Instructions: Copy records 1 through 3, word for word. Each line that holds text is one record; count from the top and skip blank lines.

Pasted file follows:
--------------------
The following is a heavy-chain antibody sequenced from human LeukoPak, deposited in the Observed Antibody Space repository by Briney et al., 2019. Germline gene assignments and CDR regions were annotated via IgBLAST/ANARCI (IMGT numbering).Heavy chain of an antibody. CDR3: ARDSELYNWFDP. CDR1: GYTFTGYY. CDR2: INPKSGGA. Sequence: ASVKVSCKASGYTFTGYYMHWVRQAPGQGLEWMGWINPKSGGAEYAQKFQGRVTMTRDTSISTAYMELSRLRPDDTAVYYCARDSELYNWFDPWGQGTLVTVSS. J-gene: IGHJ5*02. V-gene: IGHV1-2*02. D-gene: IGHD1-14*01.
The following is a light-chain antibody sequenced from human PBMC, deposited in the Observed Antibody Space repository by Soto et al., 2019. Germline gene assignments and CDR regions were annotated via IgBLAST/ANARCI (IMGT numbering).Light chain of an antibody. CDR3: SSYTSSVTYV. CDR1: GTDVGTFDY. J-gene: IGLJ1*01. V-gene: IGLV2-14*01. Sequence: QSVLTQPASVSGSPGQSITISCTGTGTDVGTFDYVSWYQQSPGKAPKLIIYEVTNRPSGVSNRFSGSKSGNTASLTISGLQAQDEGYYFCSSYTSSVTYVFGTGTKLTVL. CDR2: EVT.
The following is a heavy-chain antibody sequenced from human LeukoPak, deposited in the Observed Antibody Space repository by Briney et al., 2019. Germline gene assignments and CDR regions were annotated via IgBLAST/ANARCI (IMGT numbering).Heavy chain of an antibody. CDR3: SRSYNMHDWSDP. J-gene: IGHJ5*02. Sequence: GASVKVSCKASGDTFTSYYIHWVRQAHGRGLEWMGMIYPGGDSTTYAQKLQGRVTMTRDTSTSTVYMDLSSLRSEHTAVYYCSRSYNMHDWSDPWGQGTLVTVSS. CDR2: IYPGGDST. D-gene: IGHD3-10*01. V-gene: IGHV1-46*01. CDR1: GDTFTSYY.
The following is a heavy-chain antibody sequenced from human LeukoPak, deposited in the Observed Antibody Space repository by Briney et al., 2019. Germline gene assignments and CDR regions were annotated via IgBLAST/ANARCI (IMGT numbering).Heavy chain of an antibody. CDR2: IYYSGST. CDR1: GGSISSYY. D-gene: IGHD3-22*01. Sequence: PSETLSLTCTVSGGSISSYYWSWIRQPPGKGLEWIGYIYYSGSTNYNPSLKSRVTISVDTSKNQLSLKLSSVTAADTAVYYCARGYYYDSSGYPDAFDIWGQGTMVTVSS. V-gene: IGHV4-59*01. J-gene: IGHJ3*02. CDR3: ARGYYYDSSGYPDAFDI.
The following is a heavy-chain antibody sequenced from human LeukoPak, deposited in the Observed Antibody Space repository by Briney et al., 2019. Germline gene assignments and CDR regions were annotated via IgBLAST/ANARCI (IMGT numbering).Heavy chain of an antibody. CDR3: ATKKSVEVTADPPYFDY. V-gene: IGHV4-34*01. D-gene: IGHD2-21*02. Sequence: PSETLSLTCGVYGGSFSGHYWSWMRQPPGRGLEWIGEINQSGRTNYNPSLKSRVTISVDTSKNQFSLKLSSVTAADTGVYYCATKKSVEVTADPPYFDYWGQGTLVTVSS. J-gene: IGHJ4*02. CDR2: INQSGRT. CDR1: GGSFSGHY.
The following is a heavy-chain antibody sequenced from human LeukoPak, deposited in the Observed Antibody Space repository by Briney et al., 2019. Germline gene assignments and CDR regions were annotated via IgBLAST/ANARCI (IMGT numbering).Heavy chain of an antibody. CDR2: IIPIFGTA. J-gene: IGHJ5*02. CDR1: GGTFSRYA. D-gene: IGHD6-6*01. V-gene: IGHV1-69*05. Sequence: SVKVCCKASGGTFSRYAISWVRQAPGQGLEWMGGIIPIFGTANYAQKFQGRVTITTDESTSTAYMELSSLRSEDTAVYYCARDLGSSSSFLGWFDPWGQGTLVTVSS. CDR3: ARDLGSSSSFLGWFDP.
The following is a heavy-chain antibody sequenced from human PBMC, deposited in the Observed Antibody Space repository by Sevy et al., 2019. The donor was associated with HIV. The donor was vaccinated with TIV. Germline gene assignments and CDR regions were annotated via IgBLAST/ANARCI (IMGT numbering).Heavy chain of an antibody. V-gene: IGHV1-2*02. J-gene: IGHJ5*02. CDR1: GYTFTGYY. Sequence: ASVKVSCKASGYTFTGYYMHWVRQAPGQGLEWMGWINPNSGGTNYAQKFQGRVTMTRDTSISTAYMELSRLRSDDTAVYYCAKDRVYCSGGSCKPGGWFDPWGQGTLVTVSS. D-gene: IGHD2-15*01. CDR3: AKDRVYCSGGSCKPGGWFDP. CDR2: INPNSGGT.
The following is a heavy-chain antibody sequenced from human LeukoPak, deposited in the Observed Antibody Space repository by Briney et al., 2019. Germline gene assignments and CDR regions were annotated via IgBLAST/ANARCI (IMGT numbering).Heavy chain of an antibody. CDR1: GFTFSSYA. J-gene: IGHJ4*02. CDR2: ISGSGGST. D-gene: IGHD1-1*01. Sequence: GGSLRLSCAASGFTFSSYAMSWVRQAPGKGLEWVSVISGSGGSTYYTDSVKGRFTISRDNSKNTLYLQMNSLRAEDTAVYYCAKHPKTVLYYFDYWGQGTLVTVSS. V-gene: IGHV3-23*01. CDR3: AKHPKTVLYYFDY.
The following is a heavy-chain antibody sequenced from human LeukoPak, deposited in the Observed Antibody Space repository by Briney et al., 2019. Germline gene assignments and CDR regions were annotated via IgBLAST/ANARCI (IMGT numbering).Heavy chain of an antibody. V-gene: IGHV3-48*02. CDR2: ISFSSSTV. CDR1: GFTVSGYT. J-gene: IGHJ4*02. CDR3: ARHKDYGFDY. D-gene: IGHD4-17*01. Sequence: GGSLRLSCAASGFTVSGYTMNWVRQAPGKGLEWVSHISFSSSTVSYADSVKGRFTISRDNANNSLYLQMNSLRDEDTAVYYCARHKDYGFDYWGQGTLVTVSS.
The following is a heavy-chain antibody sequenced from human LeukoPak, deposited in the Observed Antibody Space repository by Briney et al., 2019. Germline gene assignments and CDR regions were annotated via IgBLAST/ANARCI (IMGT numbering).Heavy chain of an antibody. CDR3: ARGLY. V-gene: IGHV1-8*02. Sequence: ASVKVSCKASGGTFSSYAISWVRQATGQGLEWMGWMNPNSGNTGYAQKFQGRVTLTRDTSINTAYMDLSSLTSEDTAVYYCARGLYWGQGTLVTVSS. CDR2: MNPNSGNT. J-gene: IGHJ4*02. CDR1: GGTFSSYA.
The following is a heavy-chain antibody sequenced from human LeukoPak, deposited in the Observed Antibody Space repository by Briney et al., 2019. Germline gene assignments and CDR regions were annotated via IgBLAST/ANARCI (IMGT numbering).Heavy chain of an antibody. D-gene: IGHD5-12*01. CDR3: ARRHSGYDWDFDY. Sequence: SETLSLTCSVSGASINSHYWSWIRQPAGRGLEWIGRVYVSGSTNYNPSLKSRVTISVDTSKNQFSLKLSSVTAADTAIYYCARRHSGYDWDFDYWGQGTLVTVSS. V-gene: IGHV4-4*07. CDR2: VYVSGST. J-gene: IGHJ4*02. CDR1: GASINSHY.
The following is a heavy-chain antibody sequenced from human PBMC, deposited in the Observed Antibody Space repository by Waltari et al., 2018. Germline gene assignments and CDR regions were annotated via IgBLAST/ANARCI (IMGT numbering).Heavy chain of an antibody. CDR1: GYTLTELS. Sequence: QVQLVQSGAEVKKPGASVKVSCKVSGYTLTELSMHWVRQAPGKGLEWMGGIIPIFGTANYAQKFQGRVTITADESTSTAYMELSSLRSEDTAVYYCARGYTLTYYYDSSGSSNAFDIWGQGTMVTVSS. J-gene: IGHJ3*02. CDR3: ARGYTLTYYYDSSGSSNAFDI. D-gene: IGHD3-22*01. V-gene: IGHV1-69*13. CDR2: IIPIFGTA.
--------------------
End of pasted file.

The following is a heavy-chain antibody sequenced from human LeukoPak, deposited in the Observed Antibody Space repository by Briney et al., 2019. Germline gene assignments and CDR regions were annotated via IgBLAST/ANARCI (IMGT numbering).Heavy chain of an antibody. CDR3: ARDSELYNWFDP. CDR1: GYTFTGYY. CDR2: INPKSGGA. Sequence: ASVKVSCKASGYTFTGYYMHWVRQAPGQGLEWMGWINPKSGGAEYAQKFQGRVTMTRDTSISTAYMELSRLRPDDTAVYYCARDSELYNWFDPWGQGTLVTVSS. J-gene: IGHJ5*02. V-gene: IGHV1-2*02. D-gene: IGHD1-14*01.
The following is a light-chain antibody sequenced from human PBMC, deposited in the Observed Antibody Space repository by Soto et al., 2019. Germline gene assignments and CDR regions were annotated via IgBLAST/ANARCI (IMGT numbering).Light chain of an antibody. CDR3: SSYTSSVTYV. CDR1: GTDVGTFDY. J-gene: IGLJ1*01. V-gene: IGLV2-14*01. Sequence: QSVLTQPASVSGSPGQSITISCTGTGTDVGTFDYVSWYQQSPGKAPKLIIYEVTNRPSGVSNRFSGSKSGNTASLTISGLQAQDEGYYFCSSYTSSVTYVFGTGTKLTVL. CDR2: EVT.
The following is a heavy-chain antibody sequenced from human LeukoPak, deposited in the Observed Antibody Space repository by Briney et al., 2019. Germline gene assignments and CDR regions were annotated via IgBLAST/ANARCI (IMGT numbering).Heavy chain of an antibody. CDR3: SRSYNMHDWSDP. J-gene: IGHJ5*02. Sequence: GASVKVSCKASGDTFTSYYIHWVRQAHGRGLEWMGMIYPGGDSTTYAQKLQGRVTMTRDTSTSTVYMDLSSLRSEHTAVYYCSRSYNMHDWSDPWGQGTLVTVSS. CDR2: IYPGGDST. D-gene: IGHD3-10*01. V-gene: IGHV1-46*01. CDR1: GDTFTSYY.